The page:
The Horseracing Integrity Act speciously suggests that all that stands between horseracing and integrity is a national drug program overseen by a central organization. First, drugs in racing is a divisive topic within the industry. In a recent Cronkite News article, Dr. Verlin Jones, a track vet with 30 years experience, says:
“Right now in Arizona we have probably mid-level to low-level claimers. That population of horses comes with their own set of problems, so we deal with horses that have a higher level of injury… I think that right now these private practitioners on the back side, their hands are really, really handcuffed. When you’re dealing with this level of horse, they have a lot of problems. Those problems can be taken care of, but we have to have our full arsenal in order to do that.” Then this: “I really feel like horses today are having to run in more pain. More pain leads to muscle fatigue, muscle fatigue leads to bone fatigue, bone fatigue leads to catastrophic breakdowns.”
In other words, less drugs may mean more dead horses, at least at the more pedestrian tracks – which is to say, the majority of tracks.
In addition, the bill would ban raceday medication, more specifically Lasix. Many within racing believe that Lasix is therapeutic, as it purportedly controls pulmonary bleeding in fast-moving racehorses. In a Louisville Courier Journal article from April, renowned trainer Dale Romans says, “I like facts, and the facts are that we’ve been using [Lasix] and it doesn’t hurt horses.” Eric Hamelback, CEO of the National Horsemen’s Benevolent & Protective Association, added, “I would hope the industry stakeholders understand the ban on the use of furosemide…will not prevent horses from suffering catastrophic injuries, and in fact, could cause further harm and should not be seen as a safety reform.”
But more to the point is what the Horseracing Integrity Act does not, because it cannot, address: The inherent cruelty and inevitable deadliness of horseracing. On the former, in addition to being torn from their mothers as mere babes, being bought and sold like common Amazon products, and subjected to lip tattoos, cribbing collars, nose chains, tongue ties, mouth bits, and whips, racehorses – innately social and mobile animals – are kept locked, alone, in tiny 12×12 stalls for over 23 hours a day. They are kept thus because as costly assets their owners are loath to risk injury in a more natural (humane) setting.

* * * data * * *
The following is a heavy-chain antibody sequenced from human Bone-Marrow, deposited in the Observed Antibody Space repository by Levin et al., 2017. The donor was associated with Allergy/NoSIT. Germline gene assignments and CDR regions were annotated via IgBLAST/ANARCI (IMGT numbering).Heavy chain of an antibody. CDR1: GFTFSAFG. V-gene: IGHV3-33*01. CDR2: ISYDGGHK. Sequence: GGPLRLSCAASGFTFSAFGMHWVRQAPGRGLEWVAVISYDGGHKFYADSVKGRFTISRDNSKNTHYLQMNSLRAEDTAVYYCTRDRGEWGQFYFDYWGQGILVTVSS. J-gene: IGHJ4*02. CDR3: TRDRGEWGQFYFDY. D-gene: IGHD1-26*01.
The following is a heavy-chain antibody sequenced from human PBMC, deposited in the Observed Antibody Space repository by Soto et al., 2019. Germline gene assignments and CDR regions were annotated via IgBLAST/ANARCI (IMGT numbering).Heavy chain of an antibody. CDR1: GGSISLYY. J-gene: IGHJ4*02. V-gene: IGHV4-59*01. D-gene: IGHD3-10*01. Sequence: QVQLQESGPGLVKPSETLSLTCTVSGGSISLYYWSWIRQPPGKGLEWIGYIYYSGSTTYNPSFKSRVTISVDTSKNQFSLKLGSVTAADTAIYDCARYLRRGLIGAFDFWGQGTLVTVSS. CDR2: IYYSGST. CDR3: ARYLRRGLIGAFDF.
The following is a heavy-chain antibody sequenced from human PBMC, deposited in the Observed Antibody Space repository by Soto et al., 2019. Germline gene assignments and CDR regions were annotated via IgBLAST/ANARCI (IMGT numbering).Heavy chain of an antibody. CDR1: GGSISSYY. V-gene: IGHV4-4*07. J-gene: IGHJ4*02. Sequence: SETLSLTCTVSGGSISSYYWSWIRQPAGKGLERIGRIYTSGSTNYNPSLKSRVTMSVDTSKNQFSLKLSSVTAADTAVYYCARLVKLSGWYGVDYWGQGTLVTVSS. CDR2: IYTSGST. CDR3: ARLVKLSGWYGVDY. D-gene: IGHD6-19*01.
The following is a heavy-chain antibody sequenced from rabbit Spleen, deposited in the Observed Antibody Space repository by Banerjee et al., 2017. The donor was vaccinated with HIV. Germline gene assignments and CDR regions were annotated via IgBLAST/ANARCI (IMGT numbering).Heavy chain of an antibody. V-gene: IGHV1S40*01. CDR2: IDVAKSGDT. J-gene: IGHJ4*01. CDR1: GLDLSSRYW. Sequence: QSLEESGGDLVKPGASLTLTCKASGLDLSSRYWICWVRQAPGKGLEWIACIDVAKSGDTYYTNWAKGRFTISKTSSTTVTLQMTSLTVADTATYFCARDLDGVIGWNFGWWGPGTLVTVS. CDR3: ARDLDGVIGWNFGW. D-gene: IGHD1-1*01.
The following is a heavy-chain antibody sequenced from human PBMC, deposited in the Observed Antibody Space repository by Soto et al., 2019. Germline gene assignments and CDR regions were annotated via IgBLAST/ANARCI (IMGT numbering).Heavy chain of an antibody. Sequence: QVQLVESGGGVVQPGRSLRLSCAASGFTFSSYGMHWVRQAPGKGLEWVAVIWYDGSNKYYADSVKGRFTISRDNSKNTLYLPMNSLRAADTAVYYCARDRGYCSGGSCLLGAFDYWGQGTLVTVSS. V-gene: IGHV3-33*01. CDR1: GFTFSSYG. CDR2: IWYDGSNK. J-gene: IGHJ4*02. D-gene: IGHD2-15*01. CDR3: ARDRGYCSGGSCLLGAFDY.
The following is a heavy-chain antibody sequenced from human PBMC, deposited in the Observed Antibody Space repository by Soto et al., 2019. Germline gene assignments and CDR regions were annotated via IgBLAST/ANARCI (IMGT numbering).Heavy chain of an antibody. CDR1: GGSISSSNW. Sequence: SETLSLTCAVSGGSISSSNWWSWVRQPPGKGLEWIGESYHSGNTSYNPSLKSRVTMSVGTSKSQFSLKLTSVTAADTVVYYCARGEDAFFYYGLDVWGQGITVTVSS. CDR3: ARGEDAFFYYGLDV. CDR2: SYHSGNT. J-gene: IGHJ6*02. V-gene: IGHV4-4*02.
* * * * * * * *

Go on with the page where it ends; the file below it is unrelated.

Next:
As to the killing, and contrary to what the reformers would have you believe, death at the track is, has always been, and always will be a built-in part of the system: From breeding for speed (big torsos, spindly legs, fragile ankles); to working pubescent bodies (the typical horse doesn’t fully mature until 6; the typical racehorse begins intensive training at 18 months); to the incessant grinding of those bodies (if they’re not racing, they’re not earning); to forcing them to “race” at an unnatural rate (breakneck) through unnatural means (perched, whip-wielding humans); to the commodification (the average racehorse is bought and sold several times over the course of his “career,” making his long-term well-being of no concern to his current people) – horseracing guarantees a certain level of killing. Guarantees.
In the final analysis, the only thing the HIA (or any other “reformist” legislation that may arise) would do is give Racing a desperately needed PR win, which, in turn, would likely help reverse its currently-declining fortunes – which, in turn, would condemn countless more horses to lives of abuse and premature, often gruesome, deaths.